Spotify is the kind of workplace that encourages employees to share their thoughts on how the company is run. But CEO Daniel Ek’s latest response to the controversy over podcaster Joe Rogan is a reminder that when companies say they want employees to have a voice, that’s not a promise they’re going to listen.
Musician Neil Young’s recent decision to pull his music from Spotify over objections to covid misinformation on Rogan’s podcast has encouraged other artists to follow suit, igniting a wave of public scrutiny over the platform’s ties to Rogan. Spotify also announced yesterday that Rogan had agreed to remove dozens of podcast episodes in which he used racial slurs, and the podcaster apologized on Instagram for his use of the n-word.
In a Feb. 7 memo to employees, Ek acknowledged the concerns that workers have long expressed over Rogan’s podcast. “Not only are some of Joe Rogan’s comments incredibly hurtful—I want to make clear that they do not represent the values of this company,” he wrote. “I know this situation leaves many of you feeling drained, frustrated and unheard.”
But Ek also indicated that he has no intention of “silencing Joe.”
“We should have clear lines around content and take action when they are crossed, but canceling voices is a slippery slope,” he wrote. “Looking at the issue more broadly, it’s critical thinking and open debate that powers real and necessary progress.”
If Ek’s response to employees sounds familiar, it may be because Netflix leaders offered a similar one to employees who recently protested comedian Dave Chappelle’s special The Closer for jokes many perceived as transphobic.
Both Spotify and Netflix faced a lot of employee criticism for backing Rogan and Chappelle despite the apparent disconnect with the companies’ stated progressive values, with Netflix employees going so far as to stage a walkout. Both companies urge workers to be open and outspoken when they disagree with leadership decisions.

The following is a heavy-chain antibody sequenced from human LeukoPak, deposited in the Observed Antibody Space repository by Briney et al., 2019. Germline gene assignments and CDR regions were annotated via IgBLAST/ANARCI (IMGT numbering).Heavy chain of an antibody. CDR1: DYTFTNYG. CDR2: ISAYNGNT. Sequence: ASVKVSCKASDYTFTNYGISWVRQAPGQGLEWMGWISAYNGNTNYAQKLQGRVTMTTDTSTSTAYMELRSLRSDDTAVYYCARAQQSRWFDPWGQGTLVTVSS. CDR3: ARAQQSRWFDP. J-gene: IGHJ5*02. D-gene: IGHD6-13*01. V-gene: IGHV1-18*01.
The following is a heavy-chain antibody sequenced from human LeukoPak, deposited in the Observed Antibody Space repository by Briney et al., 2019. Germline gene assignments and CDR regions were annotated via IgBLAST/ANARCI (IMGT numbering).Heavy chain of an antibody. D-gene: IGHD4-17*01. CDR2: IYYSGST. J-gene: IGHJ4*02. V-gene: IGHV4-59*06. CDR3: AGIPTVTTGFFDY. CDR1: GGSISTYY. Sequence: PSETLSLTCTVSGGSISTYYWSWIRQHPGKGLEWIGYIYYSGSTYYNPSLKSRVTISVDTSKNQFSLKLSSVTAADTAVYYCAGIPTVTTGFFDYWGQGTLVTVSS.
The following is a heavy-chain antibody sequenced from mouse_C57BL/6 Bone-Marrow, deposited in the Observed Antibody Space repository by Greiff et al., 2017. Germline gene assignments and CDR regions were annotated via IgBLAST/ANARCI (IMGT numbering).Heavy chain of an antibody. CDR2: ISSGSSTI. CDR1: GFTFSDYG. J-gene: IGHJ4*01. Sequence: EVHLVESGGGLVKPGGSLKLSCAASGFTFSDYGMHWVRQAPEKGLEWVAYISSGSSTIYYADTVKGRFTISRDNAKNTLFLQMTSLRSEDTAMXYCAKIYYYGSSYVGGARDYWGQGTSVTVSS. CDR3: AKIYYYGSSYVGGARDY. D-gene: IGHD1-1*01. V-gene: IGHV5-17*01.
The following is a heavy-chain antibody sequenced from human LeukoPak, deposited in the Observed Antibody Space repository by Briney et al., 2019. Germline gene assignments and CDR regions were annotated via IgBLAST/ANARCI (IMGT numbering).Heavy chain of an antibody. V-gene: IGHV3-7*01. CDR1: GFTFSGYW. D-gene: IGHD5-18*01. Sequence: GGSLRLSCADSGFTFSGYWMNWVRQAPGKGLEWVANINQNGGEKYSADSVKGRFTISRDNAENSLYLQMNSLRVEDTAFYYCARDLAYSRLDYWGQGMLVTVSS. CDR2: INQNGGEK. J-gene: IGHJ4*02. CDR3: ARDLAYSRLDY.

But in both cases, at least so far, company leadership acknowledged employee criticism but ultimately stuck by the controversial creators. Responding to Netflix employees last fall, co-CEO Ted Sarandos struck a similar tone to Ek, saying that the streaming giant’s goal is to create “programming for a diversity of tastes” and defending Chappelle’s right to “artistic freedom.”
Unlike Netflix, Spotify isn’t directly involved in the production of Rogan’s podcast, The Joe Rogan Experience. But it does have a stake in the show, having struck a licensing agreement worth a reported $100 million in 2020 to make the podcast exclusive to Spotify. It’s Spotify’s most-popular show in 93 markets, according to Ek, helping to fuel the company’s efforts to expand in the podcast sector.
Rogan’s not so popular with some Spotify employees, however. In October 2020, the Wall Street Journal reported that Spotify employees raised concerns during a town hall about comments Rogan had made about transgender people. That fall, employees also took to a public Slack channel called #ethics-club to flag a Rogan interview with conspiracy theorist Alex Jones (whose podcast has itself been banned from Spotify for violating the company’s hate content rules). During the interview, Jones falsely claimed that a polio vaccine had caused 100% of recipients to get sick and suggested that masks weren’t effective in protecting people from covid, among other comments.
In response to employee discussions at the time, Spotify’s chief legal officer and head of global affairs Horacio Gutierrez circulated a memo to managers saying that employees could report concerns about content to the company’s “Trust & Safety” team. But, he added, “it’s important that they aren’t simply flagging a piece of content just because of something they’ve read online. It’s all too common that things are taken out of context.” Even as Gutierrez acknowledged employees’ concerns, he also seemed to dismiss them.
The reactions of top brass at Spotify and Netflix ultimately expose the limits of employee activism. Employee activism can certainly put pressure on companies to address issues with everything from internal discrimination to the spread of misinformation. But when there’s a lot of money on the line—as there is with both Rogan and Chappelle, both of whom have huge fan bases—employees may not have the leverage to change company policies.
Even when employees do effect change, there’s no guarantee that it will last. Google employees, for example, memorably stopped the company from working with the Pentagon on an artificial intelligence program back in 2018. But in fall 2021, Google announced that it was pursuing another contract with the Pentagon.
That’s not to say that workers should refrain from speaking out about their employers’ missteps, or that collective action is bound to fail. Far from it: In today’s tight talent market, employees can have a lot of sway. But as Spotify and Netflix show, employee activism is most powerful when companies are convinced they stand to lose more than their employees’ respect.